Helicobacter Pylori Tests
What Affects the Test
Reasons you may not be able to have the test or why the results may not be helpful include the following:
- Most urea breath tests now use tagged carbon rather than radioactive carbon. If you are pregnant, the radioactive urea breath test for H. pylori is not usually done, because the radiation could harm your child.
- Use of Reference antibiotics Opens New Window may affect the results of the urea breath test, the stool antigen test, and stomach Reference biopsy Opens New Window by reducing the number of H. pylori bacteria in the stomach and Reference duodenum Opens New Window.
- The use of lansoprazole (Prevacid), rabeprazole (Aciphex), sucralfate (Carafate), omeprazole (Prilosec), famotidine (Pepcid), ranitidine (Zantac), nizatidine (Axid), cimetidine (Tagamet), or medicines containing bismuth (such as Pepto-Bismol) can also interfere with the results of the urea breath test, the stool antigen test, and stomach biopsy.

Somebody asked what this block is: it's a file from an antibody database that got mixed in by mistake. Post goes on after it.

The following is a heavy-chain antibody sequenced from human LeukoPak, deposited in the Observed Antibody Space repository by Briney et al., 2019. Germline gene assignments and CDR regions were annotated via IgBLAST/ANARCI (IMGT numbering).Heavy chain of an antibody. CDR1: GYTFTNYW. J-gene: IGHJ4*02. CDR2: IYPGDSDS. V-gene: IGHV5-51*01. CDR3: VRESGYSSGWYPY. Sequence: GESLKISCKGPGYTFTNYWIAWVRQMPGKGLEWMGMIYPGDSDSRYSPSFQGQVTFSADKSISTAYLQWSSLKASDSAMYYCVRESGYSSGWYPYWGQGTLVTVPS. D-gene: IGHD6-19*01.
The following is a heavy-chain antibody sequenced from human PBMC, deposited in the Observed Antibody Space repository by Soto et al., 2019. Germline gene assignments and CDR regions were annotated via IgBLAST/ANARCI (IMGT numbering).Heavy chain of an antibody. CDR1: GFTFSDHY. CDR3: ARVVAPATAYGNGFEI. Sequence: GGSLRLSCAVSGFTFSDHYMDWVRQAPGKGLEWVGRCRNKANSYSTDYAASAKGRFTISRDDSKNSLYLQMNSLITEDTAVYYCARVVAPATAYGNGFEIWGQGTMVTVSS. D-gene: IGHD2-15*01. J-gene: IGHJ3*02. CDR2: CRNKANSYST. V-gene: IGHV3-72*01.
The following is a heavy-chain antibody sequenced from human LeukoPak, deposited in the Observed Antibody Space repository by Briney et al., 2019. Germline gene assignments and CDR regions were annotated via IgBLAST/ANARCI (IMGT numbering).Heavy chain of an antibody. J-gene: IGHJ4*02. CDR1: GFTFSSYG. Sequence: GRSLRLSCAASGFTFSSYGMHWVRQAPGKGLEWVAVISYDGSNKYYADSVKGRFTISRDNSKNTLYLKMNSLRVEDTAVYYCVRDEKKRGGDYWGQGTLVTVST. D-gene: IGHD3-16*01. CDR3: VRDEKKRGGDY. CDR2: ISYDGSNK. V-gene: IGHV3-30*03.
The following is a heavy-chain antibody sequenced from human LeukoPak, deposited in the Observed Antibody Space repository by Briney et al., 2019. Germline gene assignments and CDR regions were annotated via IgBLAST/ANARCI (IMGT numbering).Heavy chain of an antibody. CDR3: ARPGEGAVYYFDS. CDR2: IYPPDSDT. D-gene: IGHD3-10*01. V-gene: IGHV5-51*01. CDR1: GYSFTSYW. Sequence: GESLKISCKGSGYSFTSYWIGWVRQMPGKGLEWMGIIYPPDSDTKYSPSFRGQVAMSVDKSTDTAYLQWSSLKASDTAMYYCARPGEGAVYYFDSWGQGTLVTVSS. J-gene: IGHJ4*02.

- A stomach biopsy may not detect an H. pylori infection that is present if the biopsy samples are taken from areas that are not infected by the H. pylori bacteria.
- Rough handling, contamination, or inadequate refrigeration of the blood sample can cause inaccurate blood antibody test results.
- When a blood antibody test is done early in an H. pylori infection, the results may be Reference falsely negative Opens New Window because the level of antibodies is too low to measure.
- The likelihood of infection with H. pylori increases with age. Older adults are more likely to have detectable amounts of the bacteria in their body.
|By:||Reference Healthwise Staff||Last Revised: Reference January 4, 2012|
|Medical Review:||Reference E. Gregory Thompson, MD - Internal Medicine
Reference Jerome B. Simon, MD, FRCPC, FACP - Gastroenterology